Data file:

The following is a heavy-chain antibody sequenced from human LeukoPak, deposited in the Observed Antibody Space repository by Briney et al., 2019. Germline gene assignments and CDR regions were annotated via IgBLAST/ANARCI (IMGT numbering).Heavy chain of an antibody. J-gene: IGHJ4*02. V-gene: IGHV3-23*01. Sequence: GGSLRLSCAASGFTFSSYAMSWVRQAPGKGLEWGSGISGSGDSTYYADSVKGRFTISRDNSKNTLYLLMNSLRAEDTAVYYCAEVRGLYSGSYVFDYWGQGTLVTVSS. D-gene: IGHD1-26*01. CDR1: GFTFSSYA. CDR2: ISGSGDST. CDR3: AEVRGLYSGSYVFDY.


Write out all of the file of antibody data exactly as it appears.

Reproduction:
The following is a heavy-chain antibody sequenced from human LeukoPak, deposited in the Observed Antibody Space repository by Briney et al., 2019. Germline gene assignments and CDR regions were annotated via IgBLAST/ANARCI (IMGT numbering).Heavy chain of an antibody. J-gene: IGHJ4*02. V-gene: IGHV3-23*01. Sequence: GGSLRLSCAASGFTFSSYAMSWVRQAPGKGLEWGSGISGSGDSTYYADSVKGRFTISRDNSKNTLYLLMNSLRAEDTAVYYCAEVRGLYSGSYVFDYWGQGTLVTVSS. D-gene: IGHD1-26*01. CDR1: GFTFSSYA. CDR2: ISGSGDST. CDR3: AEVRGLYSGSYVFDY.